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VIRTUAL REALITY

by Rabbi Binyomin Friedman    
Torah from Dixie Staff Writer    

The following is a direct translation from the Hebrew text of the Yalkut Shimoni, a thirteenth century midrashic anthology:
Abraham requested aging of Hashem. He said a man and his son would be in one place and no one would know which to honor. As the verse states, "And Abraham aged" (Gen 24:1).

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The following is a direct translation from the Hebrew text of the Yalkut Shimoni, a thirteenth century midrashic anthology:
Abraham requested aging of Hashem. He said a man and his son would be in one place and no one would know which to honor. As the verse states, "And Abraham aged" (Gen 24:1).
Isaac requested suffering. He said a man dies and has to contend with divine justice without any suffering to expatiate his guilt. As the verse states, "And when Isaac's eyesight was dimmed" (Gen. 27:1).
Jacob requested illness. He said a man dies and doesn't have an opportunity to settle issues with his children. As the verse states, "And it was told to Joseph, behold your father is ill" (Gen. 48:1).

Before our Patriarchs, the aging process, suffering, and illness did not exist. Today, they are universally recognized as curses that everyone tries to avoid. Why would our Patriarchs pray to have them introduced? If we analyze the attributes of the forefathers, we will find that they were each acting according to their own individual character. Abraham is recognized as the embodiment of the attribute of chesed, loving kindness. He is acutely aware of the need for and absence of chesed. He realizes that the world will be a better place if the young can honor the old.

Isaac represents the attribute of din, justice. His life is dedicated to the struggle to control oneself and do Hashem's will. He is concerned with the ultimate day of judgement. He realizes that man will be better if he can expiate some of his guilt over a period of time, rather than dealing with it all at once. Suffering will serve as an atonement for sin, as well as a catalyst to repentance.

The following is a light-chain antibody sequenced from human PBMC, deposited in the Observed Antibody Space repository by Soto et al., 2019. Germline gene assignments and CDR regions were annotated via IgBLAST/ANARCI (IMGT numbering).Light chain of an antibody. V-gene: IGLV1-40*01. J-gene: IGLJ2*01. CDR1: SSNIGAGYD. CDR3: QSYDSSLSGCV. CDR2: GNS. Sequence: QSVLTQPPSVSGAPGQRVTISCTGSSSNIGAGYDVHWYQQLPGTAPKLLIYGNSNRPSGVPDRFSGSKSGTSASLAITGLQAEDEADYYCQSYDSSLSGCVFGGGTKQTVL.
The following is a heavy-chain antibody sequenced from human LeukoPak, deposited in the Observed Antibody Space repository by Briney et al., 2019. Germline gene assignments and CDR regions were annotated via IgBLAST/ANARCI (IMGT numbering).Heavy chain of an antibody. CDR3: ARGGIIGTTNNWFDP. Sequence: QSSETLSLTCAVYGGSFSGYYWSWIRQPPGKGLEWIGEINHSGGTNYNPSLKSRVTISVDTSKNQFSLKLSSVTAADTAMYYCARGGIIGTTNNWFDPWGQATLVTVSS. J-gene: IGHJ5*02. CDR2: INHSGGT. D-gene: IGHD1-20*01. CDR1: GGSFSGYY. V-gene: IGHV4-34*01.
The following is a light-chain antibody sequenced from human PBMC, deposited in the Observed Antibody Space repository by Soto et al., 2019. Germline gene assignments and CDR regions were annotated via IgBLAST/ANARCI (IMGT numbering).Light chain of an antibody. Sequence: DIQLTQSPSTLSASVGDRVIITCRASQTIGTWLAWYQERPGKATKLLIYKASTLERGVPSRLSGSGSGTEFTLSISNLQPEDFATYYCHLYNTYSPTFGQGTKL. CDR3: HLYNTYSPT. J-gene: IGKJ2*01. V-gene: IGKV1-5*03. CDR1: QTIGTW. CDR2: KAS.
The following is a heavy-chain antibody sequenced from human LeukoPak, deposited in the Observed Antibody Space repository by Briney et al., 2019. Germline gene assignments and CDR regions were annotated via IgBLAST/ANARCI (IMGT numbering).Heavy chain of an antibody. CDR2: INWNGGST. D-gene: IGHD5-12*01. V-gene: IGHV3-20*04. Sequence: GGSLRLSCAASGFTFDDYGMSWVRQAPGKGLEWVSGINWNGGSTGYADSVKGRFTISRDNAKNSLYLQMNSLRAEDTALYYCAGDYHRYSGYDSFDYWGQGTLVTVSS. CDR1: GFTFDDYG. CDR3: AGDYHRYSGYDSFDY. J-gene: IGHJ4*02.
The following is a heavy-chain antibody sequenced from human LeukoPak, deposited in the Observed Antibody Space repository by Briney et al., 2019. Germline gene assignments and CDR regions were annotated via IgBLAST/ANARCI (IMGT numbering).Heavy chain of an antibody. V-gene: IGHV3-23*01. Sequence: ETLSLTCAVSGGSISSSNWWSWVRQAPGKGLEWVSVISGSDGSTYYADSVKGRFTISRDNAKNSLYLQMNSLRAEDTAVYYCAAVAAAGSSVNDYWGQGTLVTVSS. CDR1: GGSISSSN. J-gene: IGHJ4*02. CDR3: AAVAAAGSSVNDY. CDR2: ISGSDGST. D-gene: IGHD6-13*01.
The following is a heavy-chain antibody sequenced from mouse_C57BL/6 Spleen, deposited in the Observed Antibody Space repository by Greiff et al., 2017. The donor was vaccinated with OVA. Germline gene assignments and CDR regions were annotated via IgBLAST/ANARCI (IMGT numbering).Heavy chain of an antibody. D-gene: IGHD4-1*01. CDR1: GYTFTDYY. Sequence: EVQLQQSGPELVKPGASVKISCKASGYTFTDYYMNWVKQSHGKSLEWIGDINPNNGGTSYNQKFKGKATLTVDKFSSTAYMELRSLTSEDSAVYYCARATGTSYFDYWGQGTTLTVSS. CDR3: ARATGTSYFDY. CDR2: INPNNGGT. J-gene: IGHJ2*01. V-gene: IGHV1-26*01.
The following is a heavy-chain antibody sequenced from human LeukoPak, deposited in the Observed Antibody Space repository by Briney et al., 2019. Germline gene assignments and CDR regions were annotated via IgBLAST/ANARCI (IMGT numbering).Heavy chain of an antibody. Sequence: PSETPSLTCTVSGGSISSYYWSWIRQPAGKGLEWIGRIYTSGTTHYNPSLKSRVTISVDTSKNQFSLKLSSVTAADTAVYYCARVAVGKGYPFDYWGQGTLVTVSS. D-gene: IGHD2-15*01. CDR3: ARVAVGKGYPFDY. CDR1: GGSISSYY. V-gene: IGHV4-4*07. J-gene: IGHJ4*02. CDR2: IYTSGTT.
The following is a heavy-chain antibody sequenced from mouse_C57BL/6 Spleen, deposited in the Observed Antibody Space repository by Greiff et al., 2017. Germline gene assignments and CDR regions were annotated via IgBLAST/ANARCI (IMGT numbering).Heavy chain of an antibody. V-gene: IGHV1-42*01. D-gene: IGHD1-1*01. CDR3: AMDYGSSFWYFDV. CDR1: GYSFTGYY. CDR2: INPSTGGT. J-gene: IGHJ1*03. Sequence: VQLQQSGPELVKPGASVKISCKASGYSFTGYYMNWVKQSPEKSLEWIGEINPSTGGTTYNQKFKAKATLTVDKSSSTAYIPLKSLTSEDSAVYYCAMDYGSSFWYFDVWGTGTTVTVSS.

Jacob stands for tiferet, glory. This is the beautiful balance between the attributes of his fathers. As a plain and simple man, he is drawn to neither extreme. Jacob realizes that the true beauty is found in the reconciliation of different personalities. He wants to give each son his unique blessing. He wants to designate each one's role in life so that they can achieve a harmonious balance. Jacob realizes that only when the sons see that their father is going to die will they respect his words. The Yalkut Shimoni provides a fascinating insight into the character of the Patriarchs. In addition, this commentator also provides a fascinating insight into the ability of man to create his own reality.

We generally try to serve Hashem with the tools that he has given us, such as our physical and mental faculties as well as our environment. We feel that a successful Jew is one who has utilized everything Hashem has given him. This was not the attitude of the Patriarchs. They did not recognize a limiting reality. Abraham, Isaac, and Jacob each prayed to Hashem to create a new reality so that they could better express their attributes to His service. The forefathers teach us that if we desire additional tools in the service of Hashem, He can provide them.

The opposite, however, is also true. We find in the book of Kings that in his old age, King David could not remain warm regardless of how many garments were placed upon him. The Yalkut Shimoni explains that garments would not warm King David because he had disgraced the garment of King Saul when he had cut off its corner. (Obviously, our Rabbis understood that King David could have accomplished his goal without cutting the garment.) In doing this, David showed a lack of regard for the tools with which Hashem had provided him. Hashem, therefore, changed the reality. Garments which normally provide warmth would no longer warm King David.

The lesson that we can learn from here is that we should neither take for granted nor feel limited by our circumstances. There is no reality. The only reality is the virtual reality of the moment created by our level of desire to serve Hashem.

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Rabbi Binyomin Friedman is rabbi of Congregation Ariel and a card-carrying member of the Atlanta Scholars Kollel.

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